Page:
COLUMBUS, Ohio — As Ohio's new COVID-19 cases remained higher than average over the last few weeks, Governor Mike DeWine urged people to continue wearing masks and practicing social distancing to stop the spread, especially ahead of the holiday weekend.
Dr. Sharona Hoffman, a professor of law and bioethics at Case Western Reserve University, said the science is clear: wearing a mask protects both the wearer of the mask and other people. And right now, Hoffman said, it's one of the only tools available to protect against COVID-19 spread.
"It can be a little bit uncomfortable to wear a mask for a long period of time, but it's a small step that you can take to protect yourself and to save other people's lives," Hoffman said. "And it doesn't seem like too much to ask in a pandemic."
On Monday, at a press briefing, DeWine said, "We need more people to wear masks. When people go into a restaurant, when the people go into a jewelry store, when they go in and buy anything inside, they need to have a mask on."
Hoffman emphasized that other countries, in Asia and Europe, have been more rigorous about mask-wearing and have had good results. She said it doesn't make sense not to do that here in Ohio.
"People should not feel that not wearing a mask is brave or courageous or shows that they're invincible," Hoffman said. "It's actually a very, very selfish act that can cost lives."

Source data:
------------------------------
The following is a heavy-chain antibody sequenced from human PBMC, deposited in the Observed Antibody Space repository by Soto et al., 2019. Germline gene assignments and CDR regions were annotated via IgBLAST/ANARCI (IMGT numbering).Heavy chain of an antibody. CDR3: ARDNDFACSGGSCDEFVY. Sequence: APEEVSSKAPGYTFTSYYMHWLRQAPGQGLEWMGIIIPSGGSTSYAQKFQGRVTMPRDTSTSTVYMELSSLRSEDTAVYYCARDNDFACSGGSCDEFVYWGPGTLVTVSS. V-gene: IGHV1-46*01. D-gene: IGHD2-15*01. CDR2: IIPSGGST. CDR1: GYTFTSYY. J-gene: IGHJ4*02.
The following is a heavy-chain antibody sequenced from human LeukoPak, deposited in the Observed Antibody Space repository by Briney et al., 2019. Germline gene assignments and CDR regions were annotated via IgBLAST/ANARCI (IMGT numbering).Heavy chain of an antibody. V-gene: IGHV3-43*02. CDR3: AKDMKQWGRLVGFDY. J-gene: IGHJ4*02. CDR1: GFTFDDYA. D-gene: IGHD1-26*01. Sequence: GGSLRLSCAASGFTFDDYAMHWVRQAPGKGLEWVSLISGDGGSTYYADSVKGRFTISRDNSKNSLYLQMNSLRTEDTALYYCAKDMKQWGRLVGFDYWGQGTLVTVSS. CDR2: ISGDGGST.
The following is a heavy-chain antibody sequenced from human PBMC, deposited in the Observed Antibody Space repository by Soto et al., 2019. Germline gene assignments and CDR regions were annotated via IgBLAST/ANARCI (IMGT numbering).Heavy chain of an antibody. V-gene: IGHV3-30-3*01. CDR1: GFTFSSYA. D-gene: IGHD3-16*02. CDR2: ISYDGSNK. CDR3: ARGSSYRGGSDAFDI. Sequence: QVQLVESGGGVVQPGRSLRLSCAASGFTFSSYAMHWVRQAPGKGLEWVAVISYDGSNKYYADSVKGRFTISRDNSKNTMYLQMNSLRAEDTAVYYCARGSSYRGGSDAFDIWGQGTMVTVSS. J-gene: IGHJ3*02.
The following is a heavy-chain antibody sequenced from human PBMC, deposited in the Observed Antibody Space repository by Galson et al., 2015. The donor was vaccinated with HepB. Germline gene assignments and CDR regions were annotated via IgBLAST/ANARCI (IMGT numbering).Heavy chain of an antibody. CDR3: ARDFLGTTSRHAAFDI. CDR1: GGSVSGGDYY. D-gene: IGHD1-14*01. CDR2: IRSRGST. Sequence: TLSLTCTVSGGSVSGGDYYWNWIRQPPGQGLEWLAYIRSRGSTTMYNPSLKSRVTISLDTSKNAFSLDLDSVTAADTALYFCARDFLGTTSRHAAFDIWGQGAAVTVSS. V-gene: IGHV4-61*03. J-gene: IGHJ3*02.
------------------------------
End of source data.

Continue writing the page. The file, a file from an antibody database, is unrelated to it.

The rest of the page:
With the holiday weekend coming up, DeWine urged people getting together to be careful.
Hoffman encouraged people to gather outdoors instead of indoors, maintain social distancing where possible, and continue wearing masks, even around friends and family.
"People should not forget that we are in the midst of the pandemic," Hoffman said. "There is no cure. There's no vaccine. And so they need to do their part."
DeWine said that "the jury is still out" on what Ohio's future looks like with COVID-19.
"We determine our future just as Ohioans determined their future during the early parts of this virus and did a phenomenal job," DeWine said. "We have to do that now."
It is not mandatory in Ohio to wear a mask. Dr. Hoffman said while mandates could be effective, they may also lead to more defiance from people who do not want to wear them or even lawsuits. She said encouraging mask-wearing and modeling that, particularly by government officials, could lead to a good degree of compliance.
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